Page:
The crowd of about two hundred trickled in late (apparently traffic in the I-75/I-285 corridor can get a bit gummy for 7 p.m. weeknight events) and left early.
Cobb County officials went into extra innings Monday trying to get bond financing approved for the Atlanta Braves’ new stadium. But it’ll be weeks before they know if they won.
Atlanta Braves pitchers and catchers are basking under the Florida sun as they prepare for the 2014 baseball season. Meanwhile, dark clouds could be forming in Atlanta to obscure details of public spending on the team’s proposed $672 million stadium.
The TV news cameras rolled. The newspaper writers hovered over their laptops. On Tuesday morning, two weeks after being escorted kicking and screaming from the Cobb County Commission chambers, the opposition to the Braves stadium finally was to have its day to address the commissioners. Three dissenters showed up.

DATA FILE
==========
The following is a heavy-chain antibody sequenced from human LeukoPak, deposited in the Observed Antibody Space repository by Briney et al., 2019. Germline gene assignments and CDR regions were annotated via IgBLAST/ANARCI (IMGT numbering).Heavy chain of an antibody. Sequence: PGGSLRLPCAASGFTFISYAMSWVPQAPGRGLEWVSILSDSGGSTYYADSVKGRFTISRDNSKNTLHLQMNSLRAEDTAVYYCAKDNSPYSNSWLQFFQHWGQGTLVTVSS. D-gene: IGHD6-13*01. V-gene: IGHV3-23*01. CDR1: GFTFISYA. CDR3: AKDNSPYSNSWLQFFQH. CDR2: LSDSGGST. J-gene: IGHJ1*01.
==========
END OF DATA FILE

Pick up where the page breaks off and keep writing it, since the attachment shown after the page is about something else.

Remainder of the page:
You can dig into the twenty-page acronym-loaded MOU - or "Memo of Understanding" - between the Braves and Cobb County at your leisure (here's the pdf) but here’s the main takeaway: the Braves asked for lots of control and they’ve been promised it in a sweetheart of a deal that would run through the 2046 baseball season.
What do a supermodel and an evangelical political strategist have in common? How about a legendary half of Outkast and our hometown burrito chain? They all support Atlanta Brave Justin Upton's All-Star bid. Oh, so does BJ Upton, in case you wondered.
Christmas came early for Atlanta journalists today when the mayor’s office responded to Open Records requests by releasing hundreds of emails between City Hall and the Atlanta Braves. Here's the one you need to read.
In response to criticism that his administration was paying more attention to the Falcons than to the Braves, thus letting the latter slink away to Cobb County, Mayor Kasim Reed yesterday released a timeline that showed, among other things, that his office was . . . paying more attention to the Falcons than the Braves.